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Is iTunes Match Right for You?

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iTunes Match has been around for a while now, but it’s not for everyone. In a Macworld article, I look at whether iTunes Match is right for you, for the way you listen to music, and, more importantly, the way you access data.

Read some other articles I’ve written about iTunes Match:

iTunes Match Still Kinda Sucks

iTunes Match and Mastered for iTunes: Which Tracks Do You Get When Matching CDs?

Update: Bad Tracks from iTunes Match: Who Do You Complain To?

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iTunes Match Still Kinda Sucks

Just saying…

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That’s the mono version of Miles Davis’ Milestones. Which is on the iTunes Store.

I added all nine CDs from the Miles Davis: The Original Mono Recordings to my iTunes Match library, and, out of 70 tracks, 51 matched and 19 were uploaded. That’s a match rate of 73%.

Sure, I’ve got some discs where all tracks match, and others where none match. But Apple really needs to improve the matching algorithm; it’s simply a failure that only 3/4 of the tracks on these 9 albums, which are in the iTunes Store, match. (I ripped them in iTunes Plus format, 256 kbps AAC, but the format should have no effect on the accuracy of matches.)

001.pngRead what Apple says about matching: “And for the few songs that aren’t…” In other words, they suggest that only a handful of songs won’t match because they’re not available from the iTunes Store. But I’m not writing here about songs that aren’t in that pool of 26 million; I’m writing about the ones on albums that are in the iTunes Store, where only some songs don’t match.

I can point to any number of albums where one track doesn’t match. For example, the last track on each of two Grateful Dead albums, American Beauty and Workingman’s Dead, gets uploaded. And these are two of the Dead’s most popular songs: Truckin’ and Casey Jones. If you use iTunes Match, I’m sure you see the same thing when you scroll through your library.

So, yes, iTunes Match still kinda sucks. Apple needs to improve the matching algorithm. Oh, and raise the 25,000 track limit too.

Note: I spotted something interesting when looking at this set in the iTunes Store. I have 70 tracks, and the iTunes Store says “79 items” for the set. I checked each album, and they’re the same. So the iTunes Store counts the album itself as an “item.” I think what’s happening is that the iTunes Store listing has one line for each album name, as well as one line for each track; hence it is counting each line as an item.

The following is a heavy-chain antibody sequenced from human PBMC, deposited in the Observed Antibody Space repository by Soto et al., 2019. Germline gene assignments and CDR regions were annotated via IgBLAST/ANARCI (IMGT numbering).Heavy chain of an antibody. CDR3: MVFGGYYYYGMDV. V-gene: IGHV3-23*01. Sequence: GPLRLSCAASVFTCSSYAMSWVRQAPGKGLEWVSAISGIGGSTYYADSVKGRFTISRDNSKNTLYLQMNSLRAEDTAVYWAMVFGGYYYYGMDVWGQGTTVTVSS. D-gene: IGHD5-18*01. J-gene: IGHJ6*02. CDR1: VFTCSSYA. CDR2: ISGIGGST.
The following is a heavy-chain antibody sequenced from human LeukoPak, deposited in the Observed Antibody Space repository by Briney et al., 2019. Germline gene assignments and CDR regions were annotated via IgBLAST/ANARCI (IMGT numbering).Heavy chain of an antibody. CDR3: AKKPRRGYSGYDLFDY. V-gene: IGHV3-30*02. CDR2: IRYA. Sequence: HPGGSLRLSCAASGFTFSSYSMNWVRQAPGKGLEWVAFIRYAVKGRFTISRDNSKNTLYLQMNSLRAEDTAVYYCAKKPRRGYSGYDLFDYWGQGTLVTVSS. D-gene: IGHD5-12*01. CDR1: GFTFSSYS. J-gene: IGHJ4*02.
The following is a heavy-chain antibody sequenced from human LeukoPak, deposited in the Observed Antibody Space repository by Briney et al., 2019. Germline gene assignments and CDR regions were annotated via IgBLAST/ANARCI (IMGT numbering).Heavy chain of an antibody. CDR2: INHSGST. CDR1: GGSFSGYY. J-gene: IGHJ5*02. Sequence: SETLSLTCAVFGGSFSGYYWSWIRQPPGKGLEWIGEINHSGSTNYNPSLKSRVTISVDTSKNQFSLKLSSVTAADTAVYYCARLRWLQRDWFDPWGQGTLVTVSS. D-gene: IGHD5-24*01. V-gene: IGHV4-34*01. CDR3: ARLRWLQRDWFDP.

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iTunes Match and Mastered for iTunes: Which Tracks Do You Get When Matching CDs?

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Apple touts its Mastered for iTunes tracks on the iTunes Store as “Music as the artist and sound engineer intended.” Mastered for iTunes tracks are therefore supposed to sound better than tracks you rip from CDs. The basic goal of Mastered for iTunes is to provide a direct downsampling of music from 24-bit, 96 kHz files to 256 kbps AAC files, rather than having a first downsampling to the CD format (16-bit, 44.1 kHz), then another conversion to AAC.

Whether or not the difference is audible is debatable; at a minimum, the conversion from higher quality masters can be seen as producing fewer “rounding errors,” though it’s a bit more complicated than that.[1] Also, the Mastered for iTunes process requires that record labels make some slight changes to their files, notably to avoid clipping,[2] but it allows them to create different masters for the iTunes Store than for CDs, if they so desire. (Yet as you’ll see below, I found much more clipping on certain Mastered for iTunes files than CD rips or older purchased files.)

I was wondering what link exists between Mastered for iTunes files and iTunes Match. If you rip a CD, and match it, will you get Mastered for iTunes files, which are currently sold on the iTunes Store (if available), or will you get equivalents of the CD’s ripped files? Since Apple says there’s a difference between the two, how do they handle this?

When you purchase a Mastered for iTunes file, there’s information in the file telling you this. You can see this by selecting a file, pressing Command-I (on Mac) or Control-I (on Windows, then viewing the Summary tab. The Mastered for iTunes badge below shows you that you have premium files.